Elections supervisors in the Panhandle are urging voters to have their ducks in a row when casting their ballots for the Nov. 3 election.
David Stafford of Escambia County, Santa Rosa’s Tappie Villane and Paul Lux from Okaloosa County appeared together Thursday to go over procedures and rules.
Stafford expects to reach record vote-by-mai levels in Florida — thanks in large part because of the COVID-19 pandemic. In 2018, the voting methods were evenly divided statewide.
“We had a third of the votes that were cast early; a third that were cast by mail, and a third that were cast on Election Day,” Stafford said. “Correct me here, but I suspect that percentage of vote-by-mail ballots is going to be higher than a third when you look statewide. We’ll have to see what comes of that.”
If you plan to vote by mail, the supervisors say it’s a good idea to devise a plan. Stafford says that plan should begin with the basics – after requesting your ballot online, on the phone.
“The United States Postal Service recommends that you allow no less than one week for it to arrive at its destination,” said Stafford. “That would be a week in advance of Election Day [Oct. 27]. So if you get beyond that, you really want to look at hand-delivering that ballot either to an early voting site, or to our office.”
All ballots must be received by the 67 county elections offices no later than 7:00 pm on Election Day. The exceptions are the small number of overseas voters. The other point from Stafford — and perhaps the most important — is the signature on your mail-in ballot.
“You would be surprised at the number of [ballots] that come back unsigned,” said Stafford. “Florida has a process where we will reach out to the voter and let them know there’s an issue with their signature. Take some time to sign it – don’t just put your initials on there. Sign your name as you normally would sign it; we verify that against your signature that’s on file.”
The supervisors spoke on various voting topics. For Santa Rosa’s Tappie Villane, it was early voting and protecting against the coronavirus pandemic.
“For our poll workers we provide masks, gloves, face shields, Plexiglas four our check-in tables,” Villane said. “Lots of hand sanitizers, not only for our poll workers but also for voters. So we’ve also had to go back and do a lot of training with the folks that work Election Day and during the early voting sites.”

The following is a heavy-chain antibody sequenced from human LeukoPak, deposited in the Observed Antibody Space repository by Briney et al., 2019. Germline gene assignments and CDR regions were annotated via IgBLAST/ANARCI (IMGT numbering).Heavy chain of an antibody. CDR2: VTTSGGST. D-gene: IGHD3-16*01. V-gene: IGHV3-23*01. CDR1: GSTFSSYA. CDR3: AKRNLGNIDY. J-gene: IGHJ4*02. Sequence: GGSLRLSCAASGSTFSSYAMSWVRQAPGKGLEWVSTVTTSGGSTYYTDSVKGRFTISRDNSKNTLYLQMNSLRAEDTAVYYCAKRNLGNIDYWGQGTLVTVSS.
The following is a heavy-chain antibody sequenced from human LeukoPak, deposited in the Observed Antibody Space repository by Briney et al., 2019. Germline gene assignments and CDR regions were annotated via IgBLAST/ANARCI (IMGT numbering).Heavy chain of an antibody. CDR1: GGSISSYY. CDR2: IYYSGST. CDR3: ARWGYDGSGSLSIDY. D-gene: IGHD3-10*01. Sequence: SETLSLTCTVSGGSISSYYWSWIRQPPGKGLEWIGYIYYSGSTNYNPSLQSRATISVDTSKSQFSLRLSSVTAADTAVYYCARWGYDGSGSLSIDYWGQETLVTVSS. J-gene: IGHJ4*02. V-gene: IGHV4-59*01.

Social distancing is also a key to a safe election experience.
“Making sure that the voting room is not getting too crowded; that voting booths are spread apart, and if the room is getting too crowded, making sure that we hold people at the door until that crowd subsides.”
Early voting is set up for 7 a.m-7 p.m. Oct. 19-31 in Escambia, Santa Rosa and Okaloosa counties.
“Early voting is different from Election Day because you can go to any one of the early voting and cast a ballot; on Election Day, you have to go to the precinct where you live,” said Villane. “The number of sites vary from county to county, so you can visit any one of our websites and that will give you that information.”
Many will forego mail-in and early voting, in favor of showing up at their precinct on November 3. Okaloosa County Supervisor Paul Lux started off his talk with the ballot they’ll be handed at their polling place. Nearby was a three-page sample, and at the top is the highest-profile race — for the White House.
— EscambiaVotes (@EscambiaVotes) October 7, 2020
“But then all of your local races are going to follow right behind that,” said Lux. “then you have the judicial merit retention questions. Any other local races of a non-partisan nature will fall right after those – city races or fire districts, things like that. And then you get to start in on the amendments.”
Six proposed constitutional amendments are on the ballot, covering issues such as raising the minimum wage; who can vote, ending the current primary voting system and reducing local property taxes. Lux advises voters to show up prepared.
“We have generic sample ballots for everybody that are also available on the website that you can download,” said Lux. “Take it with you; use it as a ‘cheat sheet’ to make marking your ballot faster. Read those amendments ahead of time; study them, figure out how you want to vote, mark your sample ballot and take that with you when you go vote.”
And while individual county election offices have different ways of running things in some respects, Lux says some common threads run through all 67 county offices.
“Election Day is the last chance, it’s the last day you can vote – and that is Nov. 3 – it’s on Tuesday,” Lux reminded everyone. “Ignore all those Facebook warnings about voting on other days – that’s all nonsense – everybody votes on Tuesday, Nov. 3, the last day to vote. All of our polling places, by law, open from 7 a.m. until 7 p.m.”
More information is available at your county’s supervisor of elections office, and at the Florida Division of Elections website.